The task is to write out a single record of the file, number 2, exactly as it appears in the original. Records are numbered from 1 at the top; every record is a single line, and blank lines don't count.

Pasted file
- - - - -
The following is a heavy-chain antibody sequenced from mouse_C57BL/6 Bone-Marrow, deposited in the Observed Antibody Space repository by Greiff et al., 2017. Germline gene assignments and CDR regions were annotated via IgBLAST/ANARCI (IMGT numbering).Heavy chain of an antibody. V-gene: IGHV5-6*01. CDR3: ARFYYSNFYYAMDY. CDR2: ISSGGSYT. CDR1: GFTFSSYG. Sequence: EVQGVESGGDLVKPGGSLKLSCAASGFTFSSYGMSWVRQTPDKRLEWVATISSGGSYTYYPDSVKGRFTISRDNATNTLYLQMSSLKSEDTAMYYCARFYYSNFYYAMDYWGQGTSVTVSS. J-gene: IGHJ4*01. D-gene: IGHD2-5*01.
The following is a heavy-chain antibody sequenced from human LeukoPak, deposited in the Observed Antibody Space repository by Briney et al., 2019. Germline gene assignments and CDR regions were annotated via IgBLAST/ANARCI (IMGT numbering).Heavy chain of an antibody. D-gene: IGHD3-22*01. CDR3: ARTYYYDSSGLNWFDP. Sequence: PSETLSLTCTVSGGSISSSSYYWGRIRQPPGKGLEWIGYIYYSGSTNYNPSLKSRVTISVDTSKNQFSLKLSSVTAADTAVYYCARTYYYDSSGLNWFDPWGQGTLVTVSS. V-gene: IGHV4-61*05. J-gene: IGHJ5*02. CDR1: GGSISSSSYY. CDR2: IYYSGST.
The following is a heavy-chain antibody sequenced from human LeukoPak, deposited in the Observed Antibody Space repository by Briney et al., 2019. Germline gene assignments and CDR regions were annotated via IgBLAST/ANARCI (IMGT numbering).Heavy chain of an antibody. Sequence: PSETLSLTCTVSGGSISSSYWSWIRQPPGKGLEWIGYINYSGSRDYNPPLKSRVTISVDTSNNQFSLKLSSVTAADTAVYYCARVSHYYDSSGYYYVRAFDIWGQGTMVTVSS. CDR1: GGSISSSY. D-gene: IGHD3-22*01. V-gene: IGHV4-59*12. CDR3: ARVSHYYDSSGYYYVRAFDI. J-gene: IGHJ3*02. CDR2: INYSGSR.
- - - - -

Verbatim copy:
The following is a heavy-chain antibody sequenced from human LeukoPak, deposited in the Observed Antibody Space repository by Briney et al., 2019. Germline gene assignments and CDR regions were annotated via IgBLAST/ANARCI (IMGT numbering).Heavy chain of an antibody. D-gene: IGHD3-22*01. CDR3: ARTYYYDSSGLNWFDP. Sequence: PSETLSLTCTVSGGSISSSSYYWGRIRQPPGKGLEWIGYIYYSGSTNYNPSLKSRVTISVDTSKNQFSLKLSSVTAADTAVYYCARTYYYDSSGLNWFDPWGQGTLVTVSS. V-gene: IGHV4-61*05. J-gene: IGHJ5*02. CDR1: GGSISSSSYY. CDR2: IYYSGST.